Windows IoT core is coming with the Windows Universal Platform support, so Cocos2d-x games may also have the potential to become Windows IoT Core applications. I took the liberty of testing one on my Raspberry PI II…and it’s running!
You can reference the steps to install IoT core on the Raspberry Pi II in my previous post. Once Raspberry Pi II can boot correctly on the IoT core, the main screen will display the corresponding IP Address:
To develop for Windows 10, you will need to setup Visual Studio 2015, to leverage the necessary tools:
Alternately, you may use a Virtual Machine. See the complete setup process to create a bootable virtual machine here.
Running the Code
In my sample, I used a simple particles application with only one fixed sprite. When my code was able to compile and run well for x86 (run within a window on Windows 10), I then started to build for ARM to then deploy the application to Raspberry Pi II. Before deploying to Raspberry Pi II, I quickly completed the property of debugging in the project properties (you will need to select ARM before these properties are visible):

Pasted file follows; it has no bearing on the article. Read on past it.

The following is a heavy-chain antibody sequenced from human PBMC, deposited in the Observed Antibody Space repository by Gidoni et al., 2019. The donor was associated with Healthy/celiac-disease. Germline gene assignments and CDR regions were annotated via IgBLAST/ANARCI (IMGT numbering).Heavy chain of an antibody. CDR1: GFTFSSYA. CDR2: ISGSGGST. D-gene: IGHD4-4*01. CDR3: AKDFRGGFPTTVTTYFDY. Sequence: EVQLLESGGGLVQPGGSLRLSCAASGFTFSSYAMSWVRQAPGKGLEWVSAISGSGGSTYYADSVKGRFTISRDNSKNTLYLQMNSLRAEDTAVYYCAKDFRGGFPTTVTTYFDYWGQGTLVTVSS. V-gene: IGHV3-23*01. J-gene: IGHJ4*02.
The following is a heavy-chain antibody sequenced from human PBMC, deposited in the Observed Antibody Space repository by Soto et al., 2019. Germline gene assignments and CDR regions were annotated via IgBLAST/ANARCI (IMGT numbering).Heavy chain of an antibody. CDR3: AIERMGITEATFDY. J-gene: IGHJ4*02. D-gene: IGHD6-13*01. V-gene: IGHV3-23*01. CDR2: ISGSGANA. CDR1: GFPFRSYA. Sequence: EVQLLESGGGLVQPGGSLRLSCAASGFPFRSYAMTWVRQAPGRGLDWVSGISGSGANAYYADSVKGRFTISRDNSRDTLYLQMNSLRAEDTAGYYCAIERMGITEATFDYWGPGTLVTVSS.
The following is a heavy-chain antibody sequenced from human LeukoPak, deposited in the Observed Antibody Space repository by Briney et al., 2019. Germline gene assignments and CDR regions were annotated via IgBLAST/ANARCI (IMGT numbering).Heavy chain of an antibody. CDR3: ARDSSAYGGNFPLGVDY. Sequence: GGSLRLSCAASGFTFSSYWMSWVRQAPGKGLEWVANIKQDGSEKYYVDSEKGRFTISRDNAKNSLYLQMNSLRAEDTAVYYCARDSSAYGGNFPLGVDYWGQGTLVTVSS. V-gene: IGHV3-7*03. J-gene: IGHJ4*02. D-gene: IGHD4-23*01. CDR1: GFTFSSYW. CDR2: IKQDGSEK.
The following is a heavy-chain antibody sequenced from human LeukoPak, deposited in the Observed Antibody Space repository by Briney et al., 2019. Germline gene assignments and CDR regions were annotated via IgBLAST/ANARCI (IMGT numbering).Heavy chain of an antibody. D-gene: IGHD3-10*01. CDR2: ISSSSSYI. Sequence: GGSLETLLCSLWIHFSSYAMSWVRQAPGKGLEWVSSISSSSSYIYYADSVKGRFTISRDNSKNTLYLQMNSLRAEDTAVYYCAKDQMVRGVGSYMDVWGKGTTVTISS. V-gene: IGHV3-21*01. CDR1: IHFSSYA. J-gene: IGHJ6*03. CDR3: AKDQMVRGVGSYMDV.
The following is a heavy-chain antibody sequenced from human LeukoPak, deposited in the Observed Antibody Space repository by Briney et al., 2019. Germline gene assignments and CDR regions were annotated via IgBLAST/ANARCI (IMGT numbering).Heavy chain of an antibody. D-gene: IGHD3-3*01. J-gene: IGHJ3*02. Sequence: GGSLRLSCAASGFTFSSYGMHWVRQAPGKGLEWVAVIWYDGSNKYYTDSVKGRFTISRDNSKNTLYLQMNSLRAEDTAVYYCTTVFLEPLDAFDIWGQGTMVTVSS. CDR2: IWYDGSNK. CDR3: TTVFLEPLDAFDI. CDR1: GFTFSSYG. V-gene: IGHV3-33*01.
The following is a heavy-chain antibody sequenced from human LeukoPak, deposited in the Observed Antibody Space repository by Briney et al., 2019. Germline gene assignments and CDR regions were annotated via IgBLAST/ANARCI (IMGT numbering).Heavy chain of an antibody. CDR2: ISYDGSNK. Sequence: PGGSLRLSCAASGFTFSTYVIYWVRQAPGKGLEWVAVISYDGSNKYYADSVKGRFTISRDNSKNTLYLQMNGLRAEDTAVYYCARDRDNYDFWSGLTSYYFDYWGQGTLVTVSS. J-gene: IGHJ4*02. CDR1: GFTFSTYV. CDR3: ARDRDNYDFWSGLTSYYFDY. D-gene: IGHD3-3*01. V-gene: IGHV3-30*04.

I then filled in the machine name field with the IP Address of the board, and selected No when asked whether to the Require Authentication dialogue request.
The result appeared a few seconds later on my screen:
The frame rate is low, but the code is running! I encourage those of you who are interested to leverage this learning to start creating applications that you may be able to enjoy with Cocos2d-x on your devices running Windows IoT core.